Oncotarget

Research Papers:

Epigallocatechin-3-gallate modulates Tau Post-translational modifications and cytoskeletal network

Shweta Kishor Sonawane and Subashchandrabose Chinnathambi _

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Oncotarget. 2021; 12:1083-1099. https://doi.org/10.18632/oncotarget.27963

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Abstract

Shweta Kishor Sonawane1,2 and Subashchandrabose Chinnathambi1,2

1 Neurobiology Group, Biochemical Sciences Division, CSIR-National Chemical Laboratory, Pune 411008, India

2 Academy of Scientific and Innovative Research (AcSIR), Ghaziabad 201002, India

Correspondence to:

Subashchandrabose Chinnathambi,email: s.chinnathambi@ncl.res.in

Keywords: Alzheimer’s disease; Tau protein; Tau PTMs; Tau glycation; Tau glycation inhibition

Received: June 02, 2020     Accepted: May 05, 2021     Published: May 25, 2021

Copyright: © 2021 Sonawane and Chinnathambi. This is an open access article distributed under the terms of the Creative Commons Attribution License (CC BY 3.0), which permits unrestricted use, distribution, and reproduction in any medium, provided the original author and source are credited.

ABSTRACT

Background: Alzheimer’s disease is a type of dementia denoted by progressive neuronal death due to the accumulation of proteinaceous aggregates of Tau. Post-translational modifications like hyperphosphorylation, truncation, glycation, etc. play a pivotal role in Tau pathogenesis. Glycation of Tau aids in paired helical filament formation and abates its microtubule-binding function. The chemical modulators of Tau PTMs, such as kinase inhibitors and antibody-based therapeutics, have been developed, but natural compounds, as modulators of Tau PTMs are not much explored.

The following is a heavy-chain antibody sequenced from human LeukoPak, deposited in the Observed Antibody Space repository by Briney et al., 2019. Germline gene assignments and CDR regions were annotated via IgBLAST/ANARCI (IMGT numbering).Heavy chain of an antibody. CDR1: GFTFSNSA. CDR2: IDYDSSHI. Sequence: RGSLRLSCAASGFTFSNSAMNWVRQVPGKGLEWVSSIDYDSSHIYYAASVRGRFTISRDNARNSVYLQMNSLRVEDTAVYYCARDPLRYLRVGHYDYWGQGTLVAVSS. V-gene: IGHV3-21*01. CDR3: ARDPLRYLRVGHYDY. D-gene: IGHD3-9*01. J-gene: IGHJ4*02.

Materials and Methods: We applied biophysical and biochemical techniques like fluorescence kinetics, oligomerization analysis and transmission electron microscopy to investigate the impact of EGCG on Tau glycation in vitro. The effect of glycation on cytoskeleton instability and its EGCG-mediated rescue were studied by immunofluorescence microscopy in neuroblastoma cells.

Results: EGCG inhibited methyl glyoxal (MG)-induced Tau glycation in vitro. EGCG potently inhibited MG-induced advanced glycation endproducts formation in neuroblastoma cells as well modulated the localization of AT100 phosphorylated Tau in the cells. In addition to preventing the glycation, EGCG enhanced actin-rich neuritic extensions and rescued actin and tubulin cytoskeleton severely disrupted by MG. EGCG maintained the integrity of the Microtubule Organizing Center (MTOC) stabilized microtubules by Microtubule-associated protein RP/EB family member 1 (EB1).

Conclusions: We report EGCG, a green tea polyphenol, as a modulator of in vitro methylglyoxal-induced Tau glycation and its impact on reducing advanced glycation end products in neuroblastoma cells. We unravel unprecedented function of EGCG in remodeling neuronal cytoskeletal integrity.


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